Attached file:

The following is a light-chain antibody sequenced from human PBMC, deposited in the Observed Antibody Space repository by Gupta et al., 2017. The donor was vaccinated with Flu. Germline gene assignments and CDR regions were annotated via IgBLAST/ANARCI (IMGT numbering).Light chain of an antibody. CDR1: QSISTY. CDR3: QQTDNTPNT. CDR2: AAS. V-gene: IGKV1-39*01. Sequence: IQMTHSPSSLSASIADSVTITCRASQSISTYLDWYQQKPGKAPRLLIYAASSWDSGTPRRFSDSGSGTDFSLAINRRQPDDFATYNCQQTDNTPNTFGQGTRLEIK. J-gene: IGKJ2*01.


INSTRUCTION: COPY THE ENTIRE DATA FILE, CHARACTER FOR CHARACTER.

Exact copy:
The following is a light-chain antibody sequenced from human PBMC, deposited in the Observed Antibody Space repository by Gupta et al., 2017. The donor was vaccinated with Flu. Germline gene assignments and CDR regions were annotated via IgBLAST/ANARCI (IMGT numbering).Light chain of an antibody. CDR1: QSISTY. CDR3: QQTDNTPNT. CDR2: AAS. V-gene: IGKV1-39*01. Sequence: IQMTHSPSSLSASIADSVTITCRASQSISTYLDWYQQKPGKAPRLLIYAASSWDSGTPRRFSDSGSGTDFSLAINRRQPDDFATYNCQQTDNTPNTFGQGTRLEIK. J-gene: IGKJ2*01.